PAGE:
Early this month, the legacy media spent hours upon hours re-living one of their favorite days: January 6. It’s a great topic for them because Trump falsely claimed that he was the real winner of the 2020 presidential election, and some of his loyal backers stormed the Capitol in opposition to what they thought was the certification of a rigged election.
If Trump’s the GOP nominee, I want him to win, even though I never bought the voter fraud nonsense and will vote third-party in Massachusetts. The only person who defrauded Trump was Trump: by discouraging people—including parents and older Americans—from voting by mail. No matter what hysteria liberal politicians and the media profess, the lack of acceptance of election results is nothing new, and I expect it later this year. Since my birth, every election has had its detractors, even if it wasn't as many as in 2020.
How about the 2000 presidential election? A July 2001 Gallup poll found that only 48 percent of Americans thought Bush won the election "fair and square" while 33 percent said he won on a technicality, and 17 percent said he "stole" the election (including 52 percent of black Americans); about one-sixth of the country refused to accept the election outcome, a substantial minority of Democratic and Democratic-leaning voters.
Four years later, some also objected to the 2004 election results. Ohio, a key swing state at the time, gave Bush the electoral votes he needed to beat John Kerry. Unhappy with the result, 31 House Democrats voted against certifying the results due to alleged voting irregularities; this included Ed Markey, one of the least impressive politicians in American history.
The 2008 and 2012 elections were different, though they followed a similar pattern. The problem here is that many Republicans thought Barack Obama wasn't even eligible to run for president. During his presidency, polls came out showing half of GOP voters thought Obama was born in Kenya rather than Hawaii. Remember, Trump came to political prominence in the early-2010s by promoting this conspiracy theory—and Obama made fun of him at the White House Correspondents Dinner for it. Many people also thought Obama was Muslim and lying about being Christian. As a Catholic, I understand why liberal politicians' faith comes into question, but Obama is a unique case. The United Church of Christ, to which he belongs, has a radically different worldview than that of Catholicism and most other mainline protestant churches.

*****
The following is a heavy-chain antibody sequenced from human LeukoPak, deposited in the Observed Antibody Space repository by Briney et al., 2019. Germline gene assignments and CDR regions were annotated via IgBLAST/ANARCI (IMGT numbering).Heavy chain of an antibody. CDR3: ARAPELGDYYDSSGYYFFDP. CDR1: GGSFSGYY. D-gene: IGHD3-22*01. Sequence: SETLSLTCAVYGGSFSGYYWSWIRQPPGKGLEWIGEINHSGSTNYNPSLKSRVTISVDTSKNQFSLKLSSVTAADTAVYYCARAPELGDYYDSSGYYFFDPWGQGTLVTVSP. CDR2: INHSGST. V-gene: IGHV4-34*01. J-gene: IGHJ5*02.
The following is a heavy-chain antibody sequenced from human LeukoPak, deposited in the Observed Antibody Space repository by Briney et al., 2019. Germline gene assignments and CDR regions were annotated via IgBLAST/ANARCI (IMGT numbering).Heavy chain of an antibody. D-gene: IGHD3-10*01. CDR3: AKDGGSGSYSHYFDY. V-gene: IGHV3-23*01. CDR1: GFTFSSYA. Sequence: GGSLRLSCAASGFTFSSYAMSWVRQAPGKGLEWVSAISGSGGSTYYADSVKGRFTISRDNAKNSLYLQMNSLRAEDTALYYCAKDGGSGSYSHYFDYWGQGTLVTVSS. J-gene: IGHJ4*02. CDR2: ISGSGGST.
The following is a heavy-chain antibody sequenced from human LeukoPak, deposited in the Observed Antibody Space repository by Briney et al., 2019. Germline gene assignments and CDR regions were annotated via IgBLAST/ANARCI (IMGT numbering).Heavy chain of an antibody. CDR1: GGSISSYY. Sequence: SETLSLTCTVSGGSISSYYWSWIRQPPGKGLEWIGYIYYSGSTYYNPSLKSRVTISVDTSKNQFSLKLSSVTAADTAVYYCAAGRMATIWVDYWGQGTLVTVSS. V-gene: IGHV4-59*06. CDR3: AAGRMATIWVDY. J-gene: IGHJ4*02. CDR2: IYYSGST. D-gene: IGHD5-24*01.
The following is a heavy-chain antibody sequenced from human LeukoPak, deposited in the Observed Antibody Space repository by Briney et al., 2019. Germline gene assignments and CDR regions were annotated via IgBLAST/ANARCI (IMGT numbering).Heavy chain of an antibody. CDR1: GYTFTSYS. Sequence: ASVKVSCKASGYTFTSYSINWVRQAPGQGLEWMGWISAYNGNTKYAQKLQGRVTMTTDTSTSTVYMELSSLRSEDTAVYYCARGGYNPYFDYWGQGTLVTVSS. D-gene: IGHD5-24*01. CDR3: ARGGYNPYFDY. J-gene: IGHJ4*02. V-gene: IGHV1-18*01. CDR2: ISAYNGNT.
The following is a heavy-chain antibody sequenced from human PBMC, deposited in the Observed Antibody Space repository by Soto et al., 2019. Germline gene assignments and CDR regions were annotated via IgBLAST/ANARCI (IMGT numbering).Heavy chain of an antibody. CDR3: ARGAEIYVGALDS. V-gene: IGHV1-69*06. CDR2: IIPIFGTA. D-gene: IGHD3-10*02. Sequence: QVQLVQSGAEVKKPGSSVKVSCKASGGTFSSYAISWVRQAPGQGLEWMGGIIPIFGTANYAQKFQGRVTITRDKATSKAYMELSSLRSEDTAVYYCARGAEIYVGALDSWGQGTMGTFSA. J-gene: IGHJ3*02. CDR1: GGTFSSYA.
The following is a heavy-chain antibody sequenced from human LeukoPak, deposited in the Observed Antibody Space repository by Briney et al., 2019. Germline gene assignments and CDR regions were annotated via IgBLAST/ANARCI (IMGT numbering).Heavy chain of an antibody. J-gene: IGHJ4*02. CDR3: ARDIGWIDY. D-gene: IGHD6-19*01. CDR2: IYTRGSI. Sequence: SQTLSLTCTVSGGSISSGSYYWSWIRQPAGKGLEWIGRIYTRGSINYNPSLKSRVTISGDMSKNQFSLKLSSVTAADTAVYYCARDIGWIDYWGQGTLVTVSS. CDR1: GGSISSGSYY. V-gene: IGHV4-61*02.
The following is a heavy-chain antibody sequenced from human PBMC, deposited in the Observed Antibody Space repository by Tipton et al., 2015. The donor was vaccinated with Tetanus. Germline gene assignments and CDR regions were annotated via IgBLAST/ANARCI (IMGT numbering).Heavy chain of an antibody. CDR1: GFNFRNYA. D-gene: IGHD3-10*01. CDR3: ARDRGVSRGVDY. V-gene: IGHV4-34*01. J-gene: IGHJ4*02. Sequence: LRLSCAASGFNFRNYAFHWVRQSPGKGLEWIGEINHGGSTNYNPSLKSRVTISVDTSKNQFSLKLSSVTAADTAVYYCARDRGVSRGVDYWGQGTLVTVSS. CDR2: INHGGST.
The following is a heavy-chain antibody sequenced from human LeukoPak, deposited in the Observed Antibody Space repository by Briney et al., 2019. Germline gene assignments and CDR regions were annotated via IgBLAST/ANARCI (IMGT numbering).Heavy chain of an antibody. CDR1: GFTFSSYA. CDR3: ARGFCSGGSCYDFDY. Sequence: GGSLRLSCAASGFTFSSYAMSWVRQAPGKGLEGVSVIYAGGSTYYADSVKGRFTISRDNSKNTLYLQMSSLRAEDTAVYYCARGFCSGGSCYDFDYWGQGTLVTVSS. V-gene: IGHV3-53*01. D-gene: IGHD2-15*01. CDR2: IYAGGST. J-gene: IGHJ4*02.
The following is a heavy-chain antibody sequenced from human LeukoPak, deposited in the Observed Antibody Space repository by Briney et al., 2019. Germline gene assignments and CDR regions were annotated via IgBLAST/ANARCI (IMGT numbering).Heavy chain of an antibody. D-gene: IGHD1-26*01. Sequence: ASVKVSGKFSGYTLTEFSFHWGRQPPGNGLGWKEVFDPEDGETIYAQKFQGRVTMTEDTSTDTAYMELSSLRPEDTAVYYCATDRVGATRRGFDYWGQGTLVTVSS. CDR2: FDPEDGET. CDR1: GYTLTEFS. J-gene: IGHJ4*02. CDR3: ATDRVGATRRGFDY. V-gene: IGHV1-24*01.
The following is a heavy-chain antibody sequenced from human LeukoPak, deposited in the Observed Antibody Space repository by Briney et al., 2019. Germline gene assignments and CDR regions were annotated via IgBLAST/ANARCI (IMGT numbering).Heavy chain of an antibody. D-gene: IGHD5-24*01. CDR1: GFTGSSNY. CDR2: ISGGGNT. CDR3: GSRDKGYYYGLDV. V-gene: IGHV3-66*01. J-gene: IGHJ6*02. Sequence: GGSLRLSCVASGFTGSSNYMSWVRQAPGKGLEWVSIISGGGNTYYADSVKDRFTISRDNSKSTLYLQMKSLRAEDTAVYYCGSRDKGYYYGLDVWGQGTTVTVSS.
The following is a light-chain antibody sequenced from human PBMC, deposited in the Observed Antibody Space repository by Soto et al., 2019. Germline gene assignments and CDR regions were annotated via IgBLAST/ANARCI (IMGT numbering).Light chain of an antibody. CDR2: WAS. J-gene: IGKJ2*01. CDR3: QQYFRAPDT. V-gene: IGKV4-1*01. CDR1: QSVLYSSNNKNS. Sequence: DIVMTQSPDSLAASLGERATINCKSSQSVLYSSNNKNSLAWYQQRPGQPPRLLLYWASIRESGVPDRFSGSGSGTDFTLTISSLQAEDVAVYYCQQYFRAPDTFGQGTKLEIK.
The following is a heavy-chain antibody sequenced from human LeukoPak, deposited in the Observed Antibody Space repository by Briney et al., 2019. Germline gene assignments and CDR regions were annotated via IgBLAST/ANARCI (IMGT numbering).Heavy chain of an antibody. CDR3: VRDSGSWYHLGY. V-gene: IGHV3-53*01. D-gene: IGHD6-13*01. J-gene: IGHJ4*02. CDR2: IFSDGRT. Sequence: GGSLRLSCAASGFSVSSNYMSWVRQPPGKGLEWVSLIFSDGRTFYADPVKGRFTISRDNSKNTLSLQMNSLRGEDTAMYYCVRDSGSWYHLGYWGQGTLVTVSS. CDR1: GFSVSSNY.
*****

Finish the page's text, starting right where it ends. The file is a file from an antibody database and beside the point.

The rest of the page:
Then comes Russiagate and Hillary Clinton's whining about a rigged election. She lost a winnable presidential election to Trump—because that's how highly people thought of her. Markey, the aforementioned junior senator from Massachusetts, and other conspiracy theorists in Congress fueled these lies by saying untrue things like that a grand jury in New York was investigating the president's ties to Russia. Clinton grossly inflated the number of people turned away from the polls due to a lack of an ID in swing states. Maybe if she visited Wisconsin once, she would’ve won the state.
Four years later, it was the pro-Trump side calling the election rigged. Trump decided he was the real winner of the 2020 election because states counted more urban votes overnight, so he supposedly lost his lead. There was no lead since he got fewer votes than Joe Biden in battleground states, and the order in which you count the votes can’t change that fact. The sore-loser mentality pissed me off as someone who voted for Trump (good Supreme Court picks, public charge rule on immigration, and one of the funniest men alive). He made many rhetorical, policy, and campaign mistakes that cost him the election but successfully convinced many supporters that he was a victim. He's a wealthy man married to a supermodel—hardly a sympathetic figure.
Whether Trump or Biden wins the election this year, we should accept the results and move forward. The last thing needed is more people going to prison because they mistakenly thought they could stop the non-existent steal.